Points are awarded for each game, where two points are awarded for a win, one point for losing in overtime or a shootout, and zero points for a loss in regulation. Among major professional sports leagues, the NHL is the only one to award a team points for losing in overtime.

At the end of the regular season, the team that finishes with the most points in each division is crowned the division champion. The league's overall leader is awarded the Presidents' Trophy. The three division champions along with the five other teams in each conference with the next highest number of points, for a total of 8 teams in each conference, qualify for the playoffs. The division winners are seeded one through three (even if a non-division winner has a higher point total), and the next five teams with the best records in the conference are seeded four through eight. The Stanley Cup playoffs is an elimination tournament, where two teams battle to win a best-of-seven series in order to advance to the next round. The first round of the playoffs, or conference quarterfinals, consists of the first seed playing the eighth seed, the second playing the seventh, third playing the sixth, and the fourth playing the fifth. In the second round, or conference semifinals, the NHL re-seeds the teams, with the top remaining conference seed playing against the lowest remaining seed, and the other two remaining conference teams pairing off. In the third round, the conference finals, the two remaining teams in each conference play each other, with the conference champions proceeding to the Stanley Cup Finals.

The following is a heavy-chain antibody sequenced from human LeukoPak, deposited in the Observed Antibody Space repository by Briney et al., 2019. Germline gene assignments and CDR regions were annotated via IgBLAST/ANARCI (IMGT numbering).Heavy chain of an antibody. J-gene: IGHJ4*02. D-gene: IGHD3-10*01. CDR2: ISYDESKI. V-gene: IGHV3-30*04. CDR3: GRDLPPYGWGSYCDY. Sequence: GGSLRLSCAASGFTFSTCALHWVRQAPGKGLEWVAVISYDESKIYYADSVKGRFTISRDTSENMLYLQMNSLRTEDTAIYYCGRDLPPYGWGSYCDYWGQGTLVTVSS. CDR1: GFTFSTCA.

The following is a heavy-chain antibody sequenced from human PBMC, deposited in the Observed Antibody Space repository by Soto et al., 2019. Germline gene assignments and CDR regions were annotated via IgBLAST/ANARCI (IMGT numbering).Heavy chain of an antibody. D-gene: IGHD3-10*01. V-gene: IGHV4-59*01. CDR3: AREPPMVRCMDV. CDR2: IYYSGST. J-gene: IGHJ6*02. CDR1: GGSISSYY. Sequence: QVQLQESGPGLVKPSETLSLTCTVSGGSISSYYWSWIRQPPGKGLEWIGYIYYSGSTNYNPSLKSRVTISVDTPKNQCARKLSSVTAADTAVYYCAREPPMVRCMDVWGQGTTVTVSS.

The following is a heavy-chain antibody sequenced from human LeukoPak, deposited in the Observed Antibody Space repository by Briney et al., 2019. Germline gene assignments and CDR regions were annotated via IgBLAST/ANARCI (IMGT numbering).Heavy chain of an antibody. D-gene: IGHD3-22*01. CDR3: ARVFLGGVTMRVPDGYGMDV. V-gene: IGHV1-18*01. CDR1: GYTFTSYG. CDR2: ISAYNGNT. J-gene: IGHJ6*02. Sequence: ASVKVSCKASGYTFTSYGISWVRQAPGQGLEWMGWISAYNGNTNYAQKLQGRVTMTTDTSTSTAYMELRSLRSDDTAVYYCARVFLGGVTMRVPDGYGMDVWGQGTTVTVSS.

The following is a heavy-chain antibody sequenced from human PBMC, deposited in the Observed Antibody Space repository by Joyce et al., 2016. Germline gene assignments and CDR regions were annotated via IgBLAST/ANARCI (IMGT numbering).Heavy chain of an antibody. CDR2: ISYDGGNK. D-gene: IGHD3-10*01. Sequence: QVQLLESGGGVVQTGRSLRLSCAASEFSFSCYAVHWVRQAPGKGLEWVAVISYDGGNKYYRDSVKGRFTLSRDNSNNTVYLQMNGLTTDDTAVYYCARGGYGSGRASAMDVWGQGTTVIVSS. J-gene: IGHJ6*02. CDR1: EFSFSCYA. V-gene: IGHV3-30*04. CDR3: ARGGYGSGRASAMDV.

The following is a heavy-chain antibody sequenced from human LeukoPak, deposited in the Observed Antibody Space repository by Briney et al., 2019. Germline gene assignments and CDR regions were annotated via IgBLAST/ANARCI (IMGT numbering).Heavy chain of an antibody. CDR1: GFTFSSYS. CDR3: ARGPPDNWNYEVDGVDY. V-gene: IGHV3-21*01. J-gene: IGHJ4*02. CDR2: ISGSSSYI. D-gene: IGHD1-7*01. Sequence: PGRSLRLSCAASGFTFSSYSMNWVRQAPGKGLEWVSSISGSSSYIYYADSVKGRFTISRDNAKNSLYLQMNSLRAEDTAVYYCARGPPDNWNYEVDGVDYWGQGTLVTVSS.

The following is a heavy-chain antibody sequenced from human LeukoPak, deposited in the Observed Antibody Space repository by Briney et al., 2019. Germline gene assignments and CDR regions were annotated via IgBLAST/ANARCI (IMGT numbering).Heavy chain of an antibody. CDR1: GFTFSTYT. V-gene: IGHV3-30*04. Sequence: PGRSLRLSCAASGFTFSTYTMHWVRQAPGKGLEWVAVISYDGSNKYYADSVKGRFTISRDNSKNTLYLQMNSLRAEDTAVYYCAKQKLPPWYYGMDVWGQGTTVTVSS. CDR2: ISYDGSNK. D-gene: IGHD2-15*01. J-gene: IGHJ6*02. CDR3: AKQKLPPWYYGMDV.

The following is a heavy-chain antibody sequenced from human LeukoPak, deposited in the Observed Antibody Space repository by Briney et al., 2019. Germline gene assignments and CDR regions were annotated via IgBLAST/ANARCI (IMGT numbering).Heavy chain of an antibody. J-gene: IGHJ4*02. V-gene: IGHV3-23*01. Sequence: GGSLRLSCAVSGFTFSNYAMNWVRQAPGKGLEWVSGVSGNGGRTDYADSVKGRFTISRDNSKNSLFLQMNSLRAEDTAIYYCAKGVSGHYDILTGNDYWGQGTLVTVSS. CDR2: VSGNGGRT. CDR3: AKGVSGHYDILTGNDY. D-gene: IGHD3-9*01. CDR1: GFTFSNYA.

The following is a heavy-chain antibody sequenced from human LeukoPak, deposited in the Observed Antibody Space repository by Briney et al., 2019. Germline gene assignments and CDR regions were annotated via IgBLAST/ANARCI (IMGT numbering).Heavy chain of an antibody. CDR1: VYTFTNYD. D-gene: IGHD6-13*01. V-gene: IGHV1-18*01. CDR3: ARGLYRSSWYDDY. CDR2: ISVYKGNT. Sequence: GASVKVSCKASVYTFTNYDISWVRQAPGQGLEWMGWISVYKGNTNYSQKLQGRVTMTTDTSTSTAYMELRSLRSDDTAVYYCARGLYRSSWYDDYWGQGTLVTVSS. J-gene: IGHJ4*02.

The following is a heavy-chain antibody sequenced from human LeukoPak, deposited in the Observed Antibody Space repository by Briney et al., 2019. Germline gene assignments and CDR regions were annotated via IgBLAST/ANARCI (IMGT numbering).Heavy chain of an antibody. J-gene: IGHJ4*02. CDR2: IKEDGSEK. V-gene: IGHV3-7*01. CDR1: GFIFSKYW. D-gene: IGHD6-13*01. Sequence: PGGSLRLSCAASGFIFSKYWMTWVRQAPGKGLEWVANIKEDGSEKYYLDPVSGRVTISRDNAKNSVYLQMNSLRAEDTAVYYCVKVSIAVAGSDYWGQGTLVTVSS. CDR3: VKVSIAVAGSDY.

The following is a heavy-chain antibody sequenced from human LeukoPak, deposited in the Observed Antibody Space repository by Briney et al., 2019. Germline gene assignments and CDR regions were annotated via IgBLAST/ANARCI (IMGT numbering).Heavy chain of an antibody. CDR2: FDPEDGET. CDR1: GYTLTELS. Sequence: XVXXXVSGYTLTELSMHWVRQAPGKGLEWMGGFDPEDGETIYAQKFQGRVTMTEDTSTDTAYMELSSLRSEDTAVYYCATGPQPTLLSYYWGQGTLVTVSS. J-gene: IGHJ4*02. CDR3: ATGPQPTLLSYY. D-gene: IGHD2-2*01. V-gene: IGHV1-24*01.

In each round the higher-ranked team is said to be the team with the home-ice advantage. Four of the seven games are played at this team's home venue — the first and second, and, when necessary, the fifth and seventh games — with the other games played at the lower-ranked team's home venue. In the Stanley Cup Finals, the team with the most points during the regular season is given home-ice advantage, regardless of where each team ranks in their own conference.

Trophies and awards

Hart Memorial Trophy on display at the Hockey Hall of Fame


The National Hockey League presents a number of trophies each year. The most prestigious team award is the Stanley Cup, which is awarded to the league champion at the end of the Stanley Cup playoffs. The team that has the most points in the regular season is awarded the Presidents' Trophy. There are also numerous trophies that are awarded to players based on their statistics during the regular season; they include, among others, the Art Ross Trophy for the league scoring champion (goals and assists), the Maurice 'Rocket' Richard Trophy for the goal-scoring leader, and the William M. Jennings Trophy for the goalkeeper(s) for the team with the fewest goals against them. For the 2008–09 season these statistics-based trophies were awarded to Evgeni Malkin of the Pittsburgh Penguins, Alexander Ovechkin of the Washington Capitals, and, dually, Tim Thomas and Manny Fernandez of the Boston Bruins respectively.